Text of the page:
It would seem then that § 5(a) was intended to aid those who particularly needed support against strong corporate combinations violating the antitrust laws. A series of civil actions have originated in Philadelphia against corporate defendants for damages based on the violations for which these defendants were here indicted. The plaintiffs and intervenors include states, public authorities, contractors and others not easily classified as "small men". Findings of Fact, United States of America v. American Radiator & Standard Sanitary Corporation et al., 272 F. Supp. 691, 694 (W.D. Pa., 1967) reversed on matters of law, (388 F.2d 201, C.A. 3, 1967). *fn3"

 Practically all the plaintiffs in all jurisdictions where actions have been brought against the defendants are not classified within the category of "small men" as they are combined in these various civil actions. However, the purpose of the Act was not only to help small men. The purpose in enacting § 5(a) was also to minimize the burdens of litigation for injured private suitors by making available to them all matters previously established by the Government in the pertinent antitrust actions. Emich Motors Corp. v. General Motors Corp., 340 U.S. 558, 95 L. Ed. 534, 71 S. Ct. 408 (1951). It has also been held that the purposes of the antitrust laws are best served by insuring that private actions will be an ever present threat to deter those who contemplate business behavior in violation of the antitrust laws. Thus, private actions have usefulness and serve as a bulwark for antitrust enforcement. Perma Life Mufflers, Inc. et al. v. International Parts Corp. et al., 392 U.S. 134, 20 L. Ed. 2d 982, 88 S. Ct. 1981 (1968); Simpson v. Union Oil Co., 377 U.S. 13, 12 L. Ed. 2d 98, 84 S. Ct. 1051 (1964); Kiefer-Stewart Co. v. Joseph E. Seagram & Sons, 340 U.S. 211, 95 L. Ed. 219, 71 S. Ct. 259 (1951).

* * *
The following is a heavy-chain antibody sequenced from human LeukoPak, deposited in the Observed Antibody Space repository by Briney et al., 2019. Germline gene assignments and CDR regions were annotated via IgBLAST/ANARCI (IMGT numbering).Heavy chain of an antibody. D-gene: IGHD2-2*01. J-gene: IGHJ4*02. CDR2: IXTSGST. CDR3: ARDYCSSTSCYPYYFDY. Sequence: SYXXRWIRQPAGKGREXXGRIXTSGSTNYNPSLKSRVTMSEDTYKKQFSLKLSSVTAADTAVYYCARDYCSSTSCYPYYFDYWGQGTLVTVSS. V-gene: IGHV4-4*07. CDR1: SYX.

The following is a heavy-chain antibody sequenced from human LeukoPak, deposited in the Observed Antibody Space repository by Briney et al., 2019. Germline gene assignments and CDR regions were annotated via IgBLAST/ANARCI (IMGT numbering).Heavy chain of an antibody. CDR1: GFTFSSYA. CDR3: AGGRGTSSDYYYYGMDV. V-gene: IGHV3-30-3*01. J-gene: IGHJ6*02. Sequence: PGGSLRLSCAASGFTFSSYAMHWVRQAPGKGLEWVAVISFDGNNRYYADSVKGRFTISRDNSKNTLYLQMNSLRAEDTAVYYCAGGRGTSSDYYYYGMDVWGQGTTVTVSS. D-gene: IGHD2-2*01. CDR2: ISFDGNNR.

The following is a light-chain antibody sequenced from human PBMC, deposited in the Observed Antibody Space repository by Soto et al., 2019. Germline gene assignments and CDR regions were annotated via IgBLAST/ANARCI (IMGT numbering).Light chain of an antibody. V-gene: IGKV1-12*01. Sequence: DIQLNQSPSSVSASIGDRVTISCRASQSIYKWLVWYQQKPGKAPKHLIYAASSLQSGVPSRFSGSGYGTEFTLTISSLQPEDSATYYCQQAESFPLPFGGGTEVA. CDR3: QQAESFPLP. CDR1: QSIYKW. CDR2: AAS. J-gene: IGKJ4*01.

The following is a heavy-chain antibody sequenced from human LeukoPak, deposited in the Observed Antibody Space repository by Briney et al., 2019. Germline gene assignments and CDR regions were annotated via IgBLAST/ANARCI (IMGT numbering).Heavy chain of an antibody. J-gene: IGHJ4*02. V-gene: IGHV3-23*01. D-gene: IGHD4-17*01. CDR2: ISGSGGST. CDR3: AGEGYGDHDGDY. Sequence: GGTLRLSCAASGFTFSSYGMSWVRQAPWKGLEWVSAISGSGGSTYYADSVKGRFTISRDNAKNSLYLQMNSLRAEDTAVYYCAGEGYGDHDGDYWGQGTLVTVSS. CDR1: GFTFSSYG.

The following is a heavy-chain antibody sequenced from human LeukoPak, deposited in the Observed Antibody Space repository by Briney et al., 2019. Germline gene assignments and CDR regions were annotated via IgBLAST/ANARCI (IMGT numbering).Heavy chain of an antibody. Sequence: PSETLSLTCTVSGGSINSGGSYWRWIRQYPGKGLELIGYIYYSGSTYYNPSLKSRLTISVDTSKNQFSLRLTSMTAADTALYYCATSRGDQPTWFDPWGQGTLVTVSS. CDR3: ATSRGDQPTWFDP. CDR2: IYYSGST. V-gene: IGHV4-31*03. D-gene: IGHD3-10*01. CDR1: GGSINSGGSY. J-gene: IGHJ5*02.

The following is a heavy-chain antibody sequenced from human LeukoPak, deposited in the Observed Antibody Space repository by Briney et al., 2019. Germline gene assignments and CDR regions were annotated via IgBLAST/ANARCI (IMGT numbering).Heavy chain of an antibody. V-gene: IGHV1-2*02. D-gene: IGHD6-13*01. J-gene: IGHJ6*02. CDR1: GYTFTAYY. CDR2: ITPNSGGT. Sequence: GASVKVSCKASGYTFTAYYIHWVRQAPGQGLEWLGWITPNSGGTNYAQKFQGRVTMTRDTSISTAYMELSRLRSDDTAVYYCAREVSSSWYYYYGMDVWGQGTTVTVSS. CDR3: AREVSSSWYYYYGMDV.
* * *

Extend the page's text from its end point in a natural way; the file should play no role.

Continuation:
Section 5(a), it has been held, was also intended to serve the purpose and function of encouraging capitulation by corporate defendants, thereby saving the Government great expense. General Electric Co. v. City of San Antonio, 334 F.2d 480, 486, C.A. 5, 1964. The exclusionary proviso in this section making final judgments or decrees rendered in civil or criminal antitrust actions by the United States admissible as prima facie evidence against such defendants in private civil actions was to encourage consent judgments and decrees and so save the Government time and expense or protracted trials. State of Michigan v. Morton Salt Co., 259 F. Supp. 35 (D.C. Minn. 1966), affirmed 377 F.2d 768, C.A. 8, 1967. The overall purpose of Section 5(a) is to aid enforcement objectives of the antitrust laws. State of Michigan v. Morton Salt Co., supra; General Electric Co. v. City of San Antonio, supra; Commonwealth Edison Co. v. Allis-Chalmers Mfg. Co., 323 F.2d 412, C.A. 7, 1963, cert. den. 376 U.S. 939, 84 S. Ct. 794, 11 L. Ed. 2d 659, 1964; Deluxe Theatre Corp. v. Balaban & Katz Corp. et al., 95 F. Supp. 983 (N.D. Ill. 1951); Homewood Theatre, Inc. v. Loew's, Inc., 110 F. Supp. 398 (D.C. Minn. 1952).